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WHY DO MEN AND WOMEN ACCESS HEALTH SERVICES DIFFERENTLY? THREE NEW PILOT PROJECTS AIM TO FIND OUT

December 06, 2005 10:40 AM

Three new pilot projects in Glasgow are aiming to find out more about why men and women access health services in different ways which can often lead to different health outcomes.

The pilot projects being developed by NHS Greater Glasgow are part of a national pilot initiative that is being co-ordinated by The Equal Opportunities Commission (EOC).

NHS Greater Glasgow already has a considerable knowledge of how gender can affect the way in which men and women access health services but following discussion and consultation with staff and a number of voluntary organisations, three areas of work were identified as priorities for the pilot projects.

The priorities for NHS Greater Glasgow will be mental health services development,tobacco policy and service development and management of stroke.

With a Glasgow Women's Health Policy, a dedicated Women's Health Team and a dedicated Men's Health Team, these new pilot projects will further enhance the experience and development of services which meet the needs of both men and women.

The projects will aim to identify any gender inequalities in the way services are currently organised which may affect the uptake and success rates.

Sue Laughlin,Women's Health Co-ordinator, NHS Greater Glasgow said: "We already know that the uptake rates for smoking cessation services varies widely between men and women and that the success rates for giving up smoking after four weeks are far higher for men than women.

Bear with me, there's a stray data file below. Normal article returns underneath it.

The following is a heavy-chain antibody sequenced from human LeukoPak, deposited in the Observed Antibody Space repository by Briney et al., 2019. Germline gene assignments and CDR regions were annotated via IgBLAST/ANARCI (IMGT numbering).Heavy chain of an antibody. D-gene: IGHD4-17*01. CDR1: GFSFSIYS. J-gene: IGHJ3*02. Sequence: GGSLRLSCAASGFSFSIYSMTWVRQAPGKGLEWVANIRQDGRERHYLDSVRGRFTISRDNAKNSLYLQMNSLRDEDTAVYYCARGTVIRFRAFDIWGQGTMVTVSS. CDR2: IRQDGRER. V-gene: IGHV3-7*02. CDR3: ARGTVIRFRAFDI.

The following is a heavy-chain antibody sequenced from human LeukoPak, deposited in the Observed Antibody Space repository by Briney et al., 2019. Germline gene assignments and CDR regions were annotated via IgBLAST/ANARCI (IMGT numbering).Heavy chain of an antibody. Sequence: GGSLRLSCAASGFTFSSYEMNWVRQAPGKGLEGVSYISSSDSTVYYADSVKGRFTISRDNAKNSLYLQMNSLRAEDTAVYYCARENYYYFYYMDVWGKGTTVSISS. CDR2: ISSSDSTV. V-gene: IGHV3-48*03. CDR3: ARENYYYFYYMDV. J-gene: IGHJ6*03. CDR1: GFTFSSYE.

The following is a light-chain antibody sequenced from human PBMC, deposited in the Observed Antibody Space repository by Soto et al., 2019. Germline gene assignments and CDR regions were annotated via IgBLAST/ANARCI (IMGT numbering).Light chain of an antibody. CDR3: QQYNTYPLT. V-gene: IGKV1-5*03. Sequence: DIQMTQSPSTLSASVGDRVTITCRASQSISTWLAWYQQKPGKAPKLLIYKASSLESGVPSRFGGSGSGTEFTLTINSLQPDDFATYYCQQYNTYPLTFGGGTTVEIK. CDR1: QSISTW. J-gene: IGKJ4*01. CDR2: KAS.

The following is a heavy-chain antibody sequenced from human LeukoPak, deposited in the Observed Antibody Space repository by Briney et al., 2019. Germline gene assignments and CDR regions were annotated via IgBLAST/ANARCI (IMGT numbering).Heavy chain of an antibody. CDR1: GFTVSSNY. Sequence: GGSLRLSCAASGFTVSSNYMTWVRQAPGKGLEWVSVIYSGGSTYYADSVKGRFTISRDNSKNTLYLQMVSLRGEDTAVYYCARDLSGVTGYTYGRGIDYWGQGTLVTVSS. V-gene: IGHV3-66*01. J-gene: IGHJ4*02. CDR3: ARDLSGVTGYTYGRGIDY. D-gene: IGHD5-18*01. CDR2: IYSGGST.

"By finding out more about what causes these differences we can adapt and improve our services to make them more responsive to the needs of both sexes.

"The results from the three pilot projects will not only influence the development of services within the three priority areas but will also inform the development of services across the organisation.

"This will be particularly important when new national legislation, that places a duty on all public sector organisations to eliminate discrimination and promote equality of opportunity between men and women, is implemented at the end of 2006."

Alastair Low, Men's Health Promotion Officer added:"Gender is an issue that is often overlooked when developing services, yet it forms the core of who we are and shapes our behaviours, including how and why we access health services.

"By better understanding its importance we can deliver more sensitive and effective services to women and men across the Greater Glasgow NHS Board area".

For further information on the gender pilot schemes or details of the draft legislation which is currently being consulted on please contact 0141 201 4429 or email [email protected]

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